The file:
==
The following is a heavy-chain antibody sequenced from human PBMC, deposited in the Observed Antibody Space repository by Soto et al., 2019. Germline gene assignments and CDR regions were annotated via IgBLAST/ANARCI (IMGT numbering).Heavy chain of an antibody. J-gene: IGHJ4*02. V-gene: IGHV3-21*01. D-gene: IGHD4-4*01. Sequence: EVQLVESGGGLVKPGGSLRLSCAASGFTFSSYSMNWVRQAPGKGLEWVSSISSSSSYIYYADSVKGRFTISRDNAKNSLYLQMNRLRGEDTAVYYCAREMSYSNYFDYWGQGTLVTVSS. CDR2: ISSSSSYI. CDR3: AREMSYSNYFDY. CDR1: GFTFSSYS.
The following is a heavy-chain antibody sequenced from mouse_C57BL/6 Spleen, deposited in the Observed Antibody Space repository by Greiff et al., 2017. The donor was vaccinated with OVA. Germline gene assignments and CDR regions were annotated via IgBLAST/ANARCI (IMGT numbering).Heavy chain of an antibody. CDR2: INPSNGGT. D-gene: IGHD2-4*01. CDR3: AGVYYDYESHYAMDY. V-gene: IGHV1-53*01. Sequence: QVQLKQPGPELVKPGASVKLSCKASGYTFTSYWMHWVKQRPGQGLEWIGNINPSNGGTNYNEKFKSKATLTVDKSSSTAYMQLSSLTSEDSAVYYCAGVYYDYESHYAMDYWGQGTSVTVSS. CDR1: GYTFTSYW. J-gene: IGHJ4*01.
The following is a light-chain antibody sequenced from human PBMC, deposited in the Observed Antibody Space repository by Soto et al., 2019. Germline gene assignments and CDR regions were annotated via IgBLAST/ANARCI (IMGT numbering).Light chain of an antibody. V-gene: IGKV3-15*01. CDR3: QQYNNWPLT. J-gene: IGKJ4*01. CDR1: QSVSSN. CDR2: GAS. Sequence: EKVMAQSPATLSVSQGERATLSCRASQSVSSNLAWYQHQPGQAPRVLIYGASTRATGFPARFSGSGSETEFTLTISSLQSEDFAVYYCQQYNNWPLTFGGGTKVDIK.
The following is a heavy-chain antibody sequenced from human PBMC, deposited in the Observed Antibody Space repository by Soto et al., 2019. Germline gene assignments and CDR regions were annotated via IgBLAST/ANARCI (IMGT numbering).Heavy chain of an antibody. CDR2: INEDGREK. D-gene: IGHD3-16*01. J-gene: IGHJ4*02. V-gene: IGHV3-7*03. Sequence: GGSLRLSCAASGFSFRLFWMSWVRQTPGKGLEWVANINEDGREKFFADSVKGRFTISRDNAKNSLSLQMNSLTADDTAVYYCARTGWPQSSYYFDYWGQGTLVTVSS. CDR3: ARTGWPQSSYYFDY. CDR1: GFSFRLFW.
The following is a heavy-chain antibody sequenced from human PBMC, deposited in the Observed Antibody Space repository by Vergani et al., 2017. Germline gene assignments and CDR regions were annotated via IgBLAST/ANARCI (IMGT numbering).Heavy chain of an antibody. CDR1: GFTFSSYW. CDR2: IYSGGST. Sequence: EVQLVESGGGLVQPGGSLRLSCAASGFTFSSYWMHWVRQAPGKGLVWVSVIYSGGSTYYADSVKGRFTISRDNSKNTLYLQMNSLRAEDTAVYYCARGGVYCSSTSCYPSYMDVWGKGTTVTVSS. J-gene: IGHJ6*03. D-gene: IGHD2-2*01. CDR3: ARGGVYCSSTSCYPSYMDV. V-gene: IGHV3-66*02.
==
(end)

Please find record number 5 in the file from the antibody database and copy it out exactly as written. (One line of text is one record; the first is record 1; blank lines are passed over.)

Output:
The following is a heavy-chain antibody sequenced from human PBMC, deposited in the Observed Antibody Space repository by Vergani et al., 2017. Germline gene assignments and CDR regions were annotated via IgBLAST/ANARCI (IMGT numbering).Heavy chain of an antibody. CDR1: GFTFSSYW. CDR2: IYSGGST. Sequence: EVQLVESGGGLVQPGGSLRLSCAASGFTFSSYWMHWVRQAPGKGLVWVSVIYSGGSTYYADSVKGRFTISRDNSKNTLYLQMNSLRAEDTAVYYCARGGVYCSSTSCYPSYMDVWGKGTTVTVSS. J-gene: IGHJ6*03. D-gene: IGHD2-2*01. CDR3: ARGGVYCSSTSCYPSYMDV. V-gene: IGHV3-66*02.